Now we can shift back to Kimchi and try to figure out how it differs from Sushi. First, they mint more tokens in each block. Second, they offer preferential rewards for some pairs. Looking around on Twitter it appears that YUNO the other token they forked from had a backdoor, and Kimchi preserved that backdoor but made it impossible to exploit by tying it to a non-functional contract. https://twitter.com/emilianobonassi/status/1300925536747876354
This also means that there is no real governance or changes that can happen with Kimchi, whereas Sushi claims to be working on governance.
Now we need to zoom out one more time and look at yield farming as a whole and why these tokens are popping up in the first place. Many different DeFi products like Compound issue governance tokens to users and this has incentivized a large amount of liquidity to flow into them. Furthermore, there are people who will contribute their token to liquidity on Compound, and then use the resulting token representing their lent token on Compound as liquidity on Uniswap (or Sushi or whatever). The ability for the same collateral to be used in multiple places, and producing yields in multiple places that can then also be used to generate yield seems to be the basis of yield farming.
My fundamental and deep seated issue with all of this is that this all seems to be happening with such speed that any kind of due diligence is skipped. There are no whitepapers. There are no security audits. There is no community due diligence before money starts pouring in. Many of these contracts have admin keys that allow for the creators to mint a large amount of tokens, to remove liquidity, to change the contract in other ways. This does not seem to be the future of money, but instead a mad cash grab built with the assumption that the black swan will never happen. That the stacked yields won’t eventually succumb to abnormally large withdrawals, or exploits, or extraordinary market conditions. Inevitably they will. I hope every single person with funds committed to them are fully aware of that risk.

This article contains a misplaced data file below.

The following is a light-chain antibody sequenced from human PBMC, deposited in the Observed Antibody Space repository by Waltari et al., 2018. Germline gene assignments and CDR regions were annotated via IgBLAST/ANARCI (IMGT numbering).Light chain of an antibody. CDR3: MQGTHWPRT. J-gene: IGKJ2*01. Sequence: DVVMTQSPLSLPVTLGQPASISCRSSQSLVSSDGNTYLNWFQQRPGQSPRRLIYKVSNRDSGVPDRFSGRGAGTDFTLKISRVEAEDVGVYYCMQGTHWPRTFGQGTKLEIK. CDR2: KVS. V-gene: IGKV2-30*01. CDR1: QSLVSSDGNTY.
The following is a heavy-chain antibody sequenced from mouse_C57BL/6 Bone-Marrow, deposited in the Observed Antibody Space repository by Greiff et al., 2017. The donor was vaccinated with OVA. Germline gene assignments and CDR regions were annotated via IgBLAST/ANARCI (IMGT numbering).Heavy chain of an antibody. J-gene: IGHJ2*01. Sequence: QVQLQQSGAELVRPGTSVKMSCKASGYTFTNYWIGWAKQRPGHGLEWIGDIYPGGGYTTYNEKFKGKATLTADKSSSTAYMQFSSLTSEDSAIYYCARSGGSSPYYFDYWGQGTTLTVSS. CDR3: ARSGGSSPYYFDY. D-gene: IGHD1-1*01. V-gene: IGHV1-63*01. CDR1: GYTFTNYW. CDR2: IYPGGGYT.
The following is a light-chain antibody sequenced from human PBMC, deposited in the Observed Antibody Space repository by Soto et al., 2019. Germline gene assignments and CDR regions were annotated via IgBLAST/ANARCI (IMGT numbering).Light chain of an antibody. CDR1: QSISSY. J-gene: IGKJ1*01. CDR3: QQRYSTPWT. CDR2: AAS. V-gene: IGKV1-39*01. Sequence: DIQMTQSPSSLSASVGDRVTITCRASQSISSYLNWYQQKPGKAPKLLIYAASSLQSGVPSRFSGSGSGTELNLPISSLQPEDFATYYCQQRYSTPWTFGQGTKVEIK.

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I have been told that I am prone to seeing plots in the mundane, and in trying to make mountains out of molehills when it comes to Tether. I have been told that I do not give them the benefit of the doubt or try to find charitable explanations for their behaviors. I am left wondering, why does Tether deserve the benefit of the doubt?